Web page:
Making a difference?

Salma Yaqoob's politics have more to do with mainstream liberalism than with socialism, says Alan Fox

Salma Yaqoob's appearance on BBC TV's Question time on January 19 ought to have been the occasion for the voicing of a different, radical politics, far removed from the normal establishment fare - if you believe that Respect is equipped with a coherent set of radical policies, that is.

Predictably though, Salma Yaqoob, Respect's vice-chair, was not about to break the mould, coming over as the mainstream liberal that she is. On both the proposed single sex offenders register and two-women brothels she came over as a slightly more caring Blairite than your average New Labour politician. She even proposed a date for Gordon Brown's 'Britain day' - June 15, the anniversary of the signing of the Magna Carta (in 1215 the barons forced king John to give them their 'fair' share of the ruthless exploitation of the English peasantry).

Yaqoob on occasion had the other panellists - Labour's Chris Bryant, Ming Campbell of the Liberal Democrats, shadow trade secretary Alan Duncan and even Sir Andrew Green of Migration Watch - nodding in agreement with her sensible suggestions. On the government's proposal for allowing two prostitutes to work together from a private dwelling, she was "in favour, with caution". Yaqoob thought that providing the protection of safe houses, while at the same time offering encouragement for women to give up prostitution, was the road to go down.

This debate became diverted by Campbell and Bryant into a general bash against so-called 'people-traffickers' who bring women into Britain with the aim of forcing them into the sex trade - their illegal existence meant that they were unable to escape for fear of being arrested and deported. Pimps therefore feel free to beat them and pump them full of drugs.

The answer that was crying out to be made was that no worker should be illegal - everybody should be able to come and go as they please. The abolition of border controls would legalise such women at a stroke. But of course Yaqoob is unable to make such an argument, since Respect has consistently voted down such a position.

Neither was she able to counter the position of Duncan and Green - that the legalisation of mini-brothels would be unpleasant for the neighbours and should be opposed. Prostitution is hardly a desirable phenomenon. But instead of banning such a desperate means of gaining a livelihood, we demand work or benefits - paid at a rate which guarantees a civilized level of subsistence. Either way, sexual relations freely entered into should be a private matter - including when they happen to involve a cash payment.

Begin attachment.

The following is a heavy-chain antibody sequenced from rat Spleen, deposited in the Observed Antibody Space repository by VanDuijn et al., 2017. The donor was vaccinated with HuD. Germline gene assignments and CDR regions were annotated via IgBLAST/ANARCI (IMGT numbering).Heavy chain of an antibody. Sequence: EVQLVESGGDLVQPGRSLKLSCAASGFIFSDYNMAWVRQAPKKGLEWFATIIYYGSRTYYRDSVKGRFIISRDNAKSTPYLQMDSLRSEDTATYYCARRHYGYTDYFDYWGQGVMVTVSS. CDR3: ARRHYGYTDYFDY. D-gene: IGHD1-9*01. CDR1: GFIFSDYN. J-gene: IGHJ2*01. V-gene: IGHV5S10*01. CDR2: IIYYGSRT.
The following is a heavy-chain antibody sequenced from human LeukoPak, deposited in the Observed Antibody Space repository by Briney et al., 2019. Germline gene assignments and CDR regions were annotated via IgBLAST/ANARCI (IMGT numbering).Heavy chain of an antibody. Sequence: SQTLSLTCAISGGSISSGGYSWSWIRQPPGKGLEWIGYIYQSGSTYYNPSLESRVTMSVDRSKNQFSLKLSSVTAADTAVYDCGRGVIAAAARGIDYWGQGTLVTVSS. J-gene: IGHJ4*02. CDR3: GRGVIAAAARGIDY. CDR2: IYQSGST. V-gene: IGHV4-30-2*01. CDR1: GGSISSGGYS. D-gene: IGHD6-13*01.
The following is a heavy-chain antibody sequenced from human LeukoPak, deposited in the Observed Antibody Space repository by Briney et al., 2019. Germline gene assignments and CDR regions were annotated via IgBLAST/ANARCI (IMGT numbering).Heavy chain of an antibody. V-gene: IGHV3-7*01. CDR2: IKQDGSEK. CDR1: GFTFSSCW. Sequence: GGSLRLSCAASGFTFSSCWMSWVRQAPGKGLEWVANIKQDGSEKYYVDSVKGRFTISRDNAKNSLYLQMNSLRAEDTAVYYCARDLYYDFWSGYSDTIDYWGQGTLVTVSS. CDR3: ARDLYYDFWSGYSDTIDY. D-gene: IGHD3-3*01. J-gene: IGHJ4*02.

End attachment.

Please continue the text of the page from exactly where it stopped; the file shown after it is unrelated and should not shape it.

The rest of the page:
Salma Yaqoob is a social worker and her response reflected that, rather than adherence to any kind of working class programme.

On changes to the sex offenders register, she was uncritical of education secretary Ruth Kelly's proposals. Instead of opposing this latest extension of surveillance and control, Yaqoob said that the creation of a single register would be a "positive move" and she thought it was right that 'experts', not a minister, should be responsible for deciding whether an individual should be permanently banned from working with children, as Gordon Brown has suggested.

On that other bright idea of Brown - a special national holiday to celebrate our common Britishness - Yaqoob's views were pretty much in accord with the official anti-racist, nationalist consensus. She stressed her own Britishness and that of people of migrant descent in general. True, unlike the other panellists, she thought there was "not enough immigration" since there are now "too many old people", but Yaqoob clearly sees nothing wrong with wrapping ourselves in the union flag and promoting a classless identity.

On the Liberal Democrats' leadership election, Salma noted the advantage of appointing "a leader with gravitas" - she pointed out that Jacques Chirac is in his 70s and Ariel Sharon his 80s, and recommended Ming Campbell over and above an inexperienced youngster.

The final, brief, question concerned George Galloway's appearance on Celebrity big brother. Yaqoob said she was "as shocked as anyone" when she switched on the programme and saw Galloway walk into the house - she promised she "will have words" when he comes out. But George had "taken a risk" and she was hoping that it might come off.

Not if his behaviour in the week since Question time was screened is anything to go by. The aim of Big brother is to atomise the contestants and provoke petty strife in the name of 'controversial' entertainment - and Galloway fell for it hook, line and sinker: he was bitching and backstabbing with the best of them. Far from 'winning over' millions of young viewers by the sheer force of his personality (let alone propagating an anti-war message), by the end he was widely regarded by viewers and housemates alike as a grumpy old man - a prime candidate for eviction. More than 67% of those who took part in the phone and text ballot that culminated in his removal on January 25 voted for the Respect leader to be booted out rather than the other two nominees.

Salma Yaqoob's appearance on Question time was much more to the liking of the Socialist Workers Party than was Galloway's on Big brother. Respect national secretary, John Rees, speaking at the members' caucus before the January 21 RMT conference on working class representation, proudly declared that it was only because of the achievements of Respect that Salma had been invited onto Question time.

He did not explain what advantage it was to have a member featured whose politics seemed virtually indistinguishable from that of the establishment parties. 'Making a difference' is what matters now - and to do that you have to tone down your politics in order to win elections (Big brother excepted) and get onto TV.